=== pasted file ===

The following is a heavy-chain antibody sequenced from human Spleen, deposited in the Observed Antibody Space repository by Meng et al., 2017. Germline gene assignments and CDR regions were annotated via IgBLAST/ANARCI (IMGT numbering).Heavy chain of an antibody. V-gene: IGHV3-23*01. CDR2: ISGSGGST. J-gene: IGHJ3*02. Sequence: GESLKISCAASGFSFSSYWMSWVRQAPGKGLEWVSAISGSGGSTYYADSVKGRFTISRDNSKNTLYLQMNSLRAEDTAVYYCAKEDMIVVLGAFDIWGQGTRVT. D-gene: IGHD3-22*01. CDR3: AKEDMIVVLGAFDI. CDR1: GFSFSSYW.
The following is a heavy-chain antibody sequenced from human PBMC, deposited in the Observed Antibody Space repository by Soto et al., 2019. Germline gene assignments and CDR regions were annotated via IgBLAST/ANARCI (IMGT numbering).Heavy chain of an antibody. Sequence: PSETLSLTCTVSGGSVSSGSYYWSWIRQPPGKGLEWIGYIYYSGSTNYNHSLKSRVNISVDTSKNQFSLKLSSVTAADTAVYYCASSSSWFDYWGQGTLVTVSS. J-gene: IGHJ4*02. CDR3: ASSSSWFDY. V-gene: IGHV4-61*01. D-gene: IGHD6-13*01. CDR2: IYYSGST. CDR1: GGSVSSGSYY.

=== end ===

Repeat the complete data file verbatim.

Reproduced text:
The following is a heavy-chain antibody sequenced from human Spleen, deposited in the Observed Antibody Space repository by Meng et al., 2017. Germline gene assignments and CDR regions were annotated via IgBLAST/ANARCI (IMGT numbering).Heavy chain of an antibody. V-gene: IGHV3-23*01. CDR2: ISGSGGST. J-gene: IGHJ3*02. Sequence: GESLKISCAASGFSFSSYWMSWVRQAPGKGLEWVSAISGSGGSTYYADSVKGRFTISRDNSKNTLYLQMNSLRAEDTAVYYCAKEDMIVVLGAFDIWGQGTRVT. D-gene: IGHD3-22*01. CDR3: AKEDMIVVLGAFDI. CDR1: GFSFSSYW.
The following is a heavy-chain antibody sequenced from human PBMC, deposited in the Observed Antibody Space repository by Soto et al., 2019. Germline gene assignments and CDR regions were annotated via IgBLAST/ANARCI (IMGT numbering).Heavy chain of an antibody. Sequence: PSETLSLTCTVSGGSVSSGSYYWSWIRQPPGKGLEWIGYIYYSGSTNYNHSLKSRVNISVDTSKNQFSLKLSSVTAADTAVYYCASSSSWFDYWGQGTLVTVSS. J-gene: IGHJ4*02. CDR3: ASSSSWFDY. V-gene: IGHV4-61*01. D-gene: IGHD6-13*01. CDR2: IYYSGST. CDR1: GGSVSSGSYY.